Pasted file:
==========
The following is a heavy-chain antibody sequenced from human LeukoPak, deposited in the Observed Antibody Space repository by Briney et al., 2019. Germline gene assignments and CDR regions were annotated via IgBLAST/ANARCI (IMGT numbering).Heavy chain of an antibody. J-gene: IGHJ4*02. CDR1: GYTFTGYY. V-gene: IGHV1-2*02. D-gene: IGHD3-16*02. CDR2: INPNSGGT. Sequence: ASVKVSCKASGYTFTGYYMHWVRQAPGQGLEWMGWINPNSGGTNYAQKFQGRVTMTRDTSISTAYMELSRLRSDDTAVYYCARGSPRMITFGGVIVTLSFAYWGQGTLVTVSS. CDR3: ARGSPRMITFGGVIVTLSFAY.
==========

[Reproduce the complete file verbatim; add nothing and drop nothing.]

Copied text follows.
The following is a heavy-chain antibody sequenced from human LeukoPak, deposited in the Observed Antibody Space repository by Briney et al., 2019. Germline gene assignments and CDR regions were annotated via IgBLAST/ANARCI (IMGT numbering).Heavy chain of an antibody. J-gene: IGHJ4*02. CDR1: GYTFTGYY. V-gene: IGHV1-2*02. D-gene: IGHD3-16*02. CDR2: INPNSGGT. Sequence: ASVKVSCKASGYTFTGYYMHWVRQAPGQGLEWMGWINPNSGGTNYAQKFQGRVTMTRDTSISTAYMELSRLRSDDTAVYYCARGSPRMITFGGVIVTLSFAYWGQGTLVTVSS. CDR3: ARGSPRMITFGGVIVTLSFAY.